When Numbers Aren't What They Seem
Recently PA DEP announced that between 2017 and 2021, DEP issued 3123 Notices of Violation for abandoned conventional oil and gas wells. That sounds bad. And, indeed, groups like PA Environmental Digest published articles saying that conventional oil and gas operators are abandoning conventional oil and gas wells at the rate of over 500 wells per year.
In April 2023 the PA House ERE Committee held a hearing to take testimony about abandoned conventional wells. Once again, supposedly knowledgeable people testified to our legislators that the DEP numbers show that conventional operators are abandoning oil and gas wells at alarming rates. s3.us-east-2.amazonaws.com/pagopvideo/995447930.mp4
Trouble is: DEP doesn’t actually track the number of wells that conventional operators abandon each year. In fact, during the time period 2017 to 2021 the number of wells abandoned might have been zero. The DEP doesn’t know.
At the May 2023 PA Grade Crude Development Advisory Council meeting, DEP was asked to address gaps in its database. The DEP admitted that its database “is not granular enough to tell us when the 3123 wells were abandoned.” Indeed, the DEP admitted the wells may have been abandoned decades ago.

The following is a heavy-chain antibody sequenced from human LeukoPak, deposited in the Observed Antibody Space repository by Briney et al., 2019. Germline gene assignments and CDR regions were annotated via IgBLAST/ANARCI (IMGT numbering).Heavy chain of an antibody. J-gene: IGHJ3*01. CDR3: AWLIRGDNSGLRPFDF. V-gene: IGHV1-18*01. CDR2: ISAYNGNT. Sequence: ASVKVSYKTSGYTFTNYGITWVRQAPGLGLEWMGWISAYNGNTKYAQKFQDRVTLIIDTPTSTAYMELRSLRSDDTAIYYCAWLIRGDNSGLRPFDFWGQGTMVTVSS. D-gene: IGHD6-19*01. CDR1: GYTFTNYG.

The number of conventional wells on DEP’s Abandoned List is going through the roof because DEP is applying for Federal money for well plugging. The more wells on the list, the more money. Below is a chart that tracks how DEP is “growing” the number of wells on the DEP abandoned list. Between January 2022 and May 2023 the number of wells on the DEP Abandoned List leapt from 2,656 to 20,577!!!!!!!!
DEP will be the first to admit that 18,000 conventional wells were not abandoned in the 17 months between January 2022 and May 2023. Instead, DEP is catching up with its record keeping. And 94% of the wells on DEP’s Abandoned List were drilled prior to 1984—meaning the wells were never subject to bonding.
People who live in glass houses shouldn’t throw stones. DEP has to explain its sudden “finding” of abandoned conventional wells. The current DEP data does not justify HB 962 or any other legislation meant to “rein in” an alleged abandoned well problem. Responsible conventional oil and gas operators are being smeared by sloppy data that doesn’t add up. DEP needs to pause and explain how it has suddenly discovered 18,000 abandoned conventional wells.